Parents, teachers, staff and alumni filled the Kabuki Hotel’s ballroom Oct. 14 in San Francisco’s Japantown for a sold out 50th anniversary gala for the Rosa Parks Elementary School’s Japanese Bilingual Bicultural Program. The event looked back at the program’s history and honored its key players throughout the years under the theme: “Sedai wo Koete: Beyond Generations.”
Cecily Ina, a second grade teacher at the program, and Mayumi Fujita, a new Japanese sensei who started at the program this year, emceed the bilingual reception, trading off between English and Japanese, as the Ruth Asawa School of the Arts World Music Department’s taiko ensemble kicked off the formal program.
Aside from the normal gamut of speeches commemorating the event and congratulating honorees, the program added a unique touch by including an abridged version of radio taiso (radio exercises) to stave off the food coma from the teriyaki dinners, though the regimen did not include any jumping, much to the relief of anyone wearing heels.
Yo Osumi, the new consul general of Japan in San Francisco, led the toast following the kagami biraki featuring Laura Schmidt-Nojima, principal of Rosa Parks Elementary; Suzanne Yamada, founder and advisory board member; Phyllis Matsuno, a JBBP founder and Yuka Inoue, one of the Japanese-speaking sensei in the program.
The program gave out six awards that evening. Two awards honored longtime families who have participated in the program, two to former teachers who remain active with the program in their retirement, a founding advisory board member and the elementary school’s longtime student advisor.
Gayle Kojimoto-Hume, the gala committee’s co-chair, presented the Leading Light Award to Naomi Nishioka “in recognition for being a continuing force guiding JBBP with her wisdom and persistence.”
“Naomi is not just one of our founders of the program, she has, for many years now, … been on the advisory board and on the PTCC as a community liaison,” she said.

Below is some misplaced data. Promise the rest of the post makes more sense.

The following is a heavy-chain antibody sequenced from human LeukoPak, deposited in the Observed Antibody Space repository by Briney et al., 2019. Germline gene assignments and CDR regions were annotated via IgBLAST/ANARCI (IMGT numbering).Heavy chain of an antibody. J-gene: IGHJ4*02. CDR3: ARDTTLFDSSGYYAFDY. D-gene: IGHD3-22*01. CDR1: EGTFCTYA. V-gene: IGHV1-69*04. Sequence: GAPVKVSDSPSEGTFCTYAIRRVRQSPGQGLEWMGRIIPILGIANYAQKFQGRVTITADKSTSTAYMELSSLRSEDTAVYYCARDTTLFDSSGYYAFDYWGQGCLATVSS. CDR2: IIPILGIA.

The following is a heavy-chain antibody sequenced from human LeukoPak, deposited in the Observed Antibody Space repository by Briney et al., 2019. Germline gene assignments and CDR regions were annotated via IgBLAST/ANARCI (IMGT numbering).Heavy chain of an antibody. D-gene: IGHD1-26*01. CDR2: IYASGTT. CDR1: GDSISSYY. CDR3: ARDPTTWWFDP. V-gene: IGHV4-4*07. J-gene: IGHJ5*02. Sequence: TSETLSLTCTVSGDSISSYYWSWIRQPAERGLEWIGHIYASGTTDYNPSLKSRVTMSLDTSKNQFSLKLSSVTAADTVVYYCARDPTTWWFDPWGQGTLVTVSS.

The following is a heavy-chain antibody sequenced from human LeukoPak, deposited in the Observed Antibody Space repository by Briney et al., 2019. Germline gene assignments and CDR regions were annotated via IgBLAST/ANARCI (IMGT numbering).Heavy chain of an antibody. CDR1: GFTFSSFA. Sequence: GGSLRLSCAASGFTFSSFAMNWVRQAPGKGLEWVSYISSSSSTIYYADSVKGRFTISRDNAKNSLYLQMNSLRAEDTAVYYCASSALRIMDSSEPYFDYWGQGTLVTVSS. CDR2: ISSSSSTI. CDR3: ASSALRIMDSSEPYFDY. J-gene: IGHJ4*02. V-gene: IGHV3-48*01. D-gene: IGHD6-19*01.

Kojimoto-Hume, who is both an alumni and parent of two alumni, recognized Nishioka for her guidance in ensuring the Parent Teacher Community Council maintained the program founders’ vision, and remaining an active part of the program to this day.
“Fifty years ago when we first met to plan out how to get the school district to approve our Japanese bilingual program, we knew nothing. We did not realize how hard it would be to get this program started and to keep it going. So if we had, there probably wouldn’t have been a second meeting,” Nishioka said. “There were two things I remember that we really wanted the program to be. One, we wanted the district to teach English to Japanese-speaking students, and we wanted the district to teach Japanese language and culture to other non-Japanese-speaking (students). And … secondly, we wanted a diverse program.”
Nishioka and other founding members hastily put the program together after the San Francisco Board of Education approved it on Aug. 7, 1973, a month before the new school year.
“What we had was a shell of a program. We had a concept. We knew what we wanted, but it’s taken 50 years of parents, families, community and mostly staff to produce a program that your children are in now or have just gone through,” she said.
Along with Nishioka, the program recognized the Hata and Tsukamoto families with The Generations Award “in recognition for their devotion to the growth of JBBP and the well-being of our children through multigenerational support and guidance.”
Nanayo Silver, senior clerk at the elementary school, recognized the Hata family.
“Three generations of Hatas have been involved with and attended JBBP … When you think about it, a Hata has been in every JBBP location since its second year of conception,” Silver said.
The elder Hatas’ children attended the program through its nomadic first years when classes moved between seven different schools in the first six years. The family’s late matriarch, Joyce Hata, was recognized for her work as the program’s parent liaison in 1978. She passed away on Sept. 2.